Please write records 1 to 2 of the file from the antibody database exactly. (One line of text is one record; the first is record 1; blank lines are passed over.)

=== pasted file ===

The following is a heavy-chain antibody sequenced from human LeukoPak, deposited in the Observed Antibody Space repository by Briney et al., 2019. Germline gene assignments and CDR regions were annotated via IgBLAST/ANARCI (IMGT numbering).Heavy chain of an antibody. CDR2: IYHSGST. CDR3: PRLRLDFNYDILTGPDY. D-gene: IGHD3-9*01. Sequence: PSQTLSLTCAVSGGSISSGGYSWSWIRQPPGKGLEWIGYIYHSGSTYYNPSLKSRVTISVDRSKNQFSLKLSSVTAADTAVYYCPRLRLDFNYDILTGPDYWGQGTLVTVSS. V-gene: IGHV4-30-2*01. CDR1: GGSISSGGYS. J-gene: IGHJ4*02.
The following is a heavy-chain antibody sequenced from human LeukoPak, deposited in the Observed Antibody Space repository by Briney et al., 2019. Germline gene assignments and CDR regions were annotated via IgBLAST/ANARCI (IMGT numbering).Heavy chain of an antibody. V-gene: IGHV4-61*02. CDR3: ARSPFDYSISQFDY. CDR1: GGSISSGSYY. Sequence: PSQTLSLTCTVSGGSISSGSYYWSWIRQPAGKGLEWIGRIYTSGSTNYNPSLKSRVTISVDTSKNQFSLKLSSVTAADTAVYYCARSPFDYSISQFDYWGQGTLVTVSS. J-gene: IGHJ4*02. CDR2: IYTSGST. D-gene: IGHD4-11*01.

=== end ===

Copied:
The following is a heavy-chain antibody sequenced from human LeukoPak, deposited in the Observed Antibody Space repository by Briney et al., 2019. Germline gene assignments and CDR regions were annotated via IgBLAST/ANARCI (IMGT numbering).Heavy chain of an antibody. CDR2: IYHSGST. CDR3: PRLRLDFNYDILTGPDY. D-gene: IGHD3-9*01. Sequence: PSQTLSLTCAVSGGSISSGGYSWSWIRQPPGKGLEWIGYIYHSGSTYYNPSLKSRVTISVDRSKNQFSLKLSSVTAADTAVYYCPRLRLDFNYDILTGPDYWGQGTLVTVSS. V-gene: IGHV4-30-2*01. CDR1: GGSISSGGYS. J-gene: IGHJ4*02.
The following is a heavy-chain antibody sequenced from human LeukoPak, deposited in the Observed Antibody Space repository by Briney et al., 2019. Germline gene assignments and CDR regions were annotated via IgBLAST/ANARCI (IMGT numbering).Heavy chain of an antibody. V-gene: IGHV4-61*02. CDR3: ARSPFDYSISQFDY. CDR1: GGSISSGSYY. Sequence: PSQTLSLTCTVSGGSISSGSYYWSWIRQPAGKGLEWIGRIYTSGSTNYNPSLKSRVTISVDTSKNQFSLKLSSVTAADTAVYYCARSPFDYSISQFDYWGQGTLVTVSS. J-gene: IGHJ4*02. CDR2: IYTSGST. D-gene: IGHD4-11*01.